Gem Twist - Original Version
Gem Twist, the handsome grey Thoroughbred gelding, is regarded as one the greatest show-jumping horses in history. He is the only horse to have won the American Grand Prix Assocation Horse of the Year Award three times. He may also be the first gelding to sire several offspring... by cloning!
Registered originally as Icey Twist, Gem Twist was born a sorrel with a star and one front sock, but quickly greyed out into the eye-catching color we all know. In his debut year jumping Grand Prix he won his first Horse of the Year award, and never looked back. He also helped win Team Silver at the Pan Am Games that year, then went on to bring home two silver medals at the 1988 Olympics. In 1990, he was named "World's Best Horse" at the World Equestrian Games in Stockholm. He took three different riders to championships, and retired a champion in 1997. He was inducted into the United States Show Jumping Hall of Fame in 2002. Gem passed away in 2006, at the age of twenty-seven.
Despite being a gelding, his first foal arrived on September15, 2008. The foal, and several others born since, are clones of Gem Twist. It appears all were born sorrels with a white star and a single front sock, and have begun to grey out, true to their sire's color. It is hoped that they will carry on his magnificent bloodlines. The first foal, called Gemini, is owned by the Chapot family of New Jersey, owners of Gem Twist. Both Mr. and Mrs. Chapot rode in the Olympics, with Frank campaigning on Gem Twist's sire Good Twist, so they had a sentimental reason for cloning the big grey: "It was something I could give to my daughter," he said. So, did Gemini become a great jumper? He wasn't be competed, just stood at stud, but he definitely has the spark: At ten months old, he escaped his pasture by jumping a 3-foot, nine-inch fence!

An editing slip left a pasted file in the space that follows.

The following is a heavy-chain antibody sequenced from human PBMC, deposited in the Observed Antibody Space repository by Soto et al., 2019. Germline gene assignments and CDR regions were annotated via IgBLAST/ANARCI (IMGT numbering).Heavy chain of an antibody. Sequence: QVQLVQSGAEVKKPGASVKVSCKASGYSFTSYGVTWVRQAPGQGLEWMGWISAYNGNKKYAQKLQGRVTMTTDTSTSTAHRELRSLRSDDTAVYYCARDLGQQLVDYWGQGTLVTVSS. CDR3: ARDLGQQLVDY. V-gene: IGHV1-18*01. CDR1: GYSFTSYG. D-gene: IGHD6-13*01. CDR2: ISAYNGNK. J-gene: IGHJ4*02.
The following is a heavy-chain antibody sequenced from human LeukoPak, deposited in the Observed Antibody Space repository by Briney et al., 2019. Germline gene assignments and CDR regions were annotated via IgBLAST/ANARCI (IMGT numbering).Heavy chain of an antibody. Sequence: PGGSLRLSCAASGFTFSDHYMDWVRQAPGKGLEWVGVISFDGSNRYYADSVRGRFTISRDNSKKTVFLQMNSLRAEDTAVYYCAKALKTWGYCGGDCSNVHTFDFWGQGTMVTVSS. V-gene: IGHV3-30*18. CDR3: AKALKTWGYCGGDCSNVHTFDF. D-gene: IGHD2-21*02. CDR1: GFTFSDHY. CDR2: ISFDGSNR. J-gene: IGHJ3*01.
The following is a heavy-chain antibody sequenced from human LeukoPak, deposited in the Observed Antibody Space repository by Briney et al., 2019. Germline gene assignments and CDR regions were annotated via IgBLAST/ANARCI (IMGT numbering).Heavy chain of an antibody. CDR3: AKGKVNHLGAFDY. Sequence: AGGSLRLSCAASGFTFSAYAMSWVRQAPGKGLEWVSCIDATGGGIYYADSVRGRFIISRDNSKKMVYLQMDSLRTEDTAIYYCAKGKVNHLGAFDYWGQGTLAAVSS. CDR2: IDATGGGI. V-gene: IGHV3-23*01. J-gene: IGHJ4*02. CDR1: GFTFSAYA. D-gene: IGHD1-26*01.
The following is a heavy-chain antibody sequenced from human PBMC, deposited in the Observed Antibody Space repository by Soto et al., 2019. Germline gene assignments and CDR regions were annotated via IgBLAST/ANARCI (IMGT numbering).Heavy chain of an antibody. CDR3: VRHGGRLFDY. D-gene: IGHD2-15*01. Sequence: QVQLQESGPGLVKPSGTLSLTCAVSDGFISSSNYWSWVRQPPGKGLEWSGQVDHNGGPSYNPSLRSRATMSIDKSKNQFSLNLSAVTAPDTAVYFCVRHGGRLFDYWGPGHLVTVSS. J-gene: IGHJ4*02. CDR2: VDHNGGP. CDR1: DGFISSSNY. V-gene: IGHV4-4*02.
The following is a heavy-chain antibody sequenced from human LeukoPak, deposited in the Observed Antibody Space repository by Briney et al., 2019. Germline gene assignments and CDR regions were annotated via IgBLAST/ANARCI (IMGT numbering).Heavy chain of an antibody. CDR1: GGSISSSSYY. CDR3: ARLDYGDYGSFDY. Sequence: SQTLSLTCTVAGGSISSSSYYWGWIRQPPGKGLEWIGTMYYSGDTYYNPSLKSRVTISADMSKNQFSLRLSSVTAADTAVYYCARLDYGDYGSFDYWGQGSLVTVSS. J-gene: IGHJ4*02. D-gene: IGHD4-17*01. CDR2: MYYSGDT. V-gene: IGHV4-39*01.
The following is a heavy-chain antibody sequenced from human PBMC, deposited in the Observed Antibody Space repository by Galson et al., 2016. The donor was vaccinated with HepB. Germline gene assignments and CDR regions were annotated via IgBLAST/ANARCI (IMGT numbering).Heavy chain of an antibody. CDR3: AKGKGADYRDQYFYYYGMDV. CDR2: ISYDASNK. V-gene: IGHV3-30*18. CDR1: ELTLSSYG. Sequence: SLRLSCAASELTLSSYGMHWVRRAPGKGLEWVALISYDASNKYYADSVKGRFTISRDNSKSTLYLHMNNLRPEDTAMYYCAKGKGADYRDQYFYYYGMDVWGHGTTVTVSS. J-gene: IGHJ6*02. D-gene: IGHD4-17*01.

Breyer honored Gem Twist with his own portrait sculpture in 1993, depicting him cantering lightly between fences, ears pricked. For the first year and possibly part of the second, his braids were painted with red on every other braid. Later, this was changed to red dots on each braid.
This fellow is in Excellent to Near Mint condition with a tiny rub in the shading of his left front coronet, and a couple of tiny hoof rubs. There's a pinpoint unpainted spot in the texturing below his right eye. He also has very faint "dirty-looking" speckles over his whole body that may clean off with a bath, or could be considered fleabites, and very soft shading of both tan and grey in his tail. He is the original version of the release, with every other braid painted red. Like all models on this mold, he requires a prop to stand securely. We recommend Museum Putty.
Breyer Model #495
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